The story of the relationship between the present Imo State House of Assembly

And the State Governor can be likened to that of two clever persons each scheming to outsmart the other.

The Governor however, seems smarter as developments have shown that he is effectively capitalizing on the greed of the House members. In recent months, fed up by the promises of El Dorado, and feeling of being cheated out in the scheme of things, the House members became restive and started complaining loudly. They claim that the promises made to them before passing several supplementary and main appropriation bills have not been kept by the Governor. Even the approvals they made for the state government to borrow billions of naira have not yielded them any results. They therefore resolved for a showdown.

They did not however contend with the superior strategy of the Governor. Swiftly, the Governor passed words to them through the speaker, apologizing that he would make it up to them as soon as they approve his request to borrow the sum of 224 Billion Naira from banks.

Soon, greed took over the better part of the law makers, and in less than thirty minutes the House overwhelmingly (except the Majority Leader who opposed it) approved a law authorizing the Governor to borrow 224 Billion Naira from banks without specifying which projects to be funded by the loan, which bank, at what interest rate and duration of the loan. Since the passage of the executive bill into law, members have been sulking. They have been complaining loudly that only a said sum of money was given to them for such a hatchet job.

It has also become clear to the Assembly that it has legislated itself out of existence since it has done the job provided to be done in four years by the constitution of the Federal Republic of Nigeria in one day. It is in consideration of the above scenario that we hereby move and be it moved that the Imo House Assembly should be dissolved immediately.

To better appreciate why the Imo State House Assembly should be dissolved, let us put the issue in proper perspective.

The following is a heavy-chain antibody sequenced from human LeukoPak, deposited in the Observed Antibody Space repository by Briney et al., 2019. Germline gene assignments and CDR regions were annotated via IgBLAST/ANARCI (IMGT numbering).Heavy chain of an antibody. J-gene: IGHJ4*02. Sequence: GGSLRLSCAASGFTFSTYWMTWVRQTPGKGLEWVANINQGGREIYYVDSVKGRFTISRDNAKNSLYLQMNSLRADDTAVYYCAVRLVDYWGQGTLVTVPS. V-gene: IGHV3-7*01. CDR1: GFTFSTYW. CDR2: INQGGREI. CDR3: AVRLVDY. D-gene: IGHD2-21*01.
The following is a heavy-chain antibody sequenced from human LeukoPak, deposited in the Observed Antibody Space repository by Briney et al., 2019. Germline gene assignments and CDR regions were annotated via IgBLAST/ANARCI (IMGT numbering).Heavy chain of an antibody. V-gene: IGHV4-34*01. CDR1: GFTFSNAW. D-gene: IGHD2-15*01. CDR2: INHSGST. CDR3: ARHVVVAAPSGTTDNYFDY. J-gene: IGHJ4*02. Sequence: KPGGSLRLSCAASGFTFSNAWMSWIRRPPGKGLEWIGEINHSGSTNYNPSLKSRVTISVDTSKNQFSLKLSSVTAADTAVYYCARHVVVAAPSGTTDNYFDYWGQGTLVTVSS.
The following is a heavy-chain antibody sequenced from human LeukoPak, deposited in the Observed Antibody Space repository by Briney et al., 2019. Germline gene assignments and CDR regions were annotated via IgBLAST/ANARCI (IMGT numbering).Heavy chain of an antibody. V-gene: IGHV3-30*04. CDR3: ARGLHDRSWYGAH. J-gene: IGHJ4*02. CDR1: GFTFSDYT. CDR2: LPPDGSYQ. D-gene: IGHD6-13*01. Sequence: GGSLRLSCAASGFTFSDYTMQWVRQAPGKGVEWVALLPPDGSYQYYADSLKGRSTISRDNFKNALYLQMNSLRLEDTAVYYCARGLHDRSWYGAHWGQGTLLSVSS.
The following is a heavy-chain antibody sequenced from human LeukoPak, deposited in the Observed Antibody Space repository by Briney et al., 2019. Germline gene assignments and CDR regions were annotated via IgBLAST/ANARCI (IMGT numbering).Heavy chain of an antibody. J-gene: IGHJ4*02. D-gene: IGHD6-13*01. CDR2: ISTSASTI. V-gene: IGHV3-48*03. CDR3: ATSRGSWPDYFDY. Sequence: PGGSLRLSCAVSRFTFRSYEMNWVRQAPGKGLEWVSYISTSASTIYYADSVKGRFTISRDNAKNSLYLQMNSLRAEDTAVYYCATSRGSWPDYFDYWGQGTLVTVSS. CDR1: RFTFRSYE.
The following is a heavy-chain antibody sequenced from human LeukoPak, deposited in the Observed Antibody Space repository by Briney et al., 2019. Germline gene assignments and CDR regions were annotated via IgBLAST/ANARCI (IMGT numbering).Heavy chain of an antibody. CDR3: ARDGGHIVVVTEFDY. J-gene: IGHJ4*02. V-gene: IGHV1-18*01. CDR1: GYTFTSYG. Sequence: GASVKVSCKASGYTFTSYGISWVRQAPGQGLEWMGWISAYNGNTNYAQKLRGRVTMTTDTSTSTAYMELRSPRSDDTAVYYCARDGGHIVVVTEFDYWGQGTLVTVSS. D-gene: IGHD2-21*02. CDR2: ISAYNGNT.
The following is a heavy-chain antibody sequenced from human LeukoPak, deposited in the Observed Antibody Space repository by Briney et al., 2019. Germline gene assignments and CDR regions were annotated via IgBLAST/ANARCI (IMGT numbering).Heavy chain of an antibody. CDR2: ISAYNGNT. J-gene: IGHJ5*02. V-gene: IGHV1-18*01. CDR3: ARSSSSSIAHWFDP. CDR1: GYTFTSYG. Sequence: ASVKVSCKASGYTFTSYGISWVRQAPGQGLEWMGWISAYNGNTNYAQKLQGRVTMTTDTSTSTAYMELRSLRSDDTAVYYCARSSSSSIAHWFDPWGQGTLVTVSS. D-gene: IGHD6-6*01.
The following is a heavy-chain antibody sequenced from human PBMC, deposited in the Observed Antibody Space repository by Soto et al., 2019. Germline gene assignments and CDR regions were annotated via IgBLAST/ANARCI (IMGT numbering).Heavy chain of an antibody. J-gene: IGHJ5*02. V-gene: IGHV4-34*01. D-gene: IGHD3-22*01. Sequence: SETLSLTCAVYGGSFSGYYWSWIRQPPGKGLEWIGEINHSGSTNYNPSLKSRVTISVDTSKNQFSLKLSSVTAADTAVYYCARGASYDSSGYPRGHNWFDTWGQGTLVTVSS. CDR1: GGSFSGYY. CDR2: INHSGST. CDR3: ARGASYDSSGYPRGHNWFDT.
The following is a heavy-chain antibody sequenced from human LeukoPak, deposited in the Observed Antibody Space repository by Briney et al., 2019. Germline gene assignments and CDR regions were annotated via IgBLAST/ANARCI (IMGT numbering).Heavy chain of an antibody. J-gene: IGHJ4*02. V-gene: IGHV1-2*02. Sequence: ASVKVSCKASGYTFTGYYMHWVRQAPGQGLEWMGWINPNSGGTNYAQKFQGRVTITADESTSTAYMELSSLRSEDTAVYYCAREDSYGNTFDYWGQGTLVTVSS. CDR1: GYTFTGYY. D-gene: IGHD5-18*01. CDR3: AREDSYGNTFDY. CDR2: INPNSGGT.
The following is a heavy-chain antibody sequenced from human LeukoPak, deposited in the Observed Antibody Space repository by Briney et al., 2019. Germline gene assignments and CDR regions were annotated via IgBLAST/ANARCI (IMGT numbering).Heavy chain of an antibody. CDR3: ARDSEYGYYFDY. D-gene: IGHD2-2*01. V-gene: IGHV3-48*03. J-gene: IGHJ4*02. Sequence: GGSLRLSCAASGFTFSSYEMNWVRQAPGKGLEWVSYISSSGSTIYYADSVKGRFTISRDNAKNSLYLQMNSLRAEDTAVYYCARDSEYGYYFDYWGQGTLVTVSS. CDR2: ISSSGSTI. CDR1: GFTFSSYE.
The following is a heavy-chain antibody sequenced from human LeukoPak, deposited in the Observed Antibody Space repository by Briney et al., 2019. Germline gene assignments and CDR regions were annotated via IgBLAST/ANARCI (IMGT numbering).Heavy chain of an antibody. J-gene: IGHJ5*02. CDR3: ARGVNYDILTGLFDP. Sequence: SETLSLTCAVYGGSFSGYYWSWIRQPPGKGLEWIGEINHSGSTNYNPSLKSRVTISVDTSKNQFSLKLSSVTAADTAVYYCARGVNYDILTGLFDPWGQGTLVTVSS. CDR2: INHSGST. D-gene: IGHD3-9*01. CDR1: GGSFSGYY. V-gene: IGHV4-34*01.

Firstly, the major function of the Assembly as it relates to the power to appropriate funds is clearly stated in sections 120 and 121 of the Nigerian Constitution. For the avoidance of doubt, the 1999 Constitution clearly states in section 121 (1) and (2) that:

(1) “The Governor shall cause to be prepared and laid before the House of Assembly at any time before the commencement of each financial year estimate of the revenues and expenditures of the state of the next following financial year”

(2) “The heads of the expenditure contained in the estimates, other than the expenditure charged upon the consolidated Revenue Fund of the state by the constitution, shall be included in a bill to be known as appropriate bill

Providing for the issue from Consolidated Revenue Fund of the state of the sum necessary to meet that expenditure and the appropriation of this sum for the purpose specified therein”

Sub section 4 (a) and (b) provides for a supplementary appropriation bill to be passed into law to cater for insufficient fund for specific projects. I have quoted in detail the provision of the constitution in this regard because it does appear that members of the Imo House do not have the constitution or cannot interpret it since one hears that they have not attended even one workshop since they were sworn in.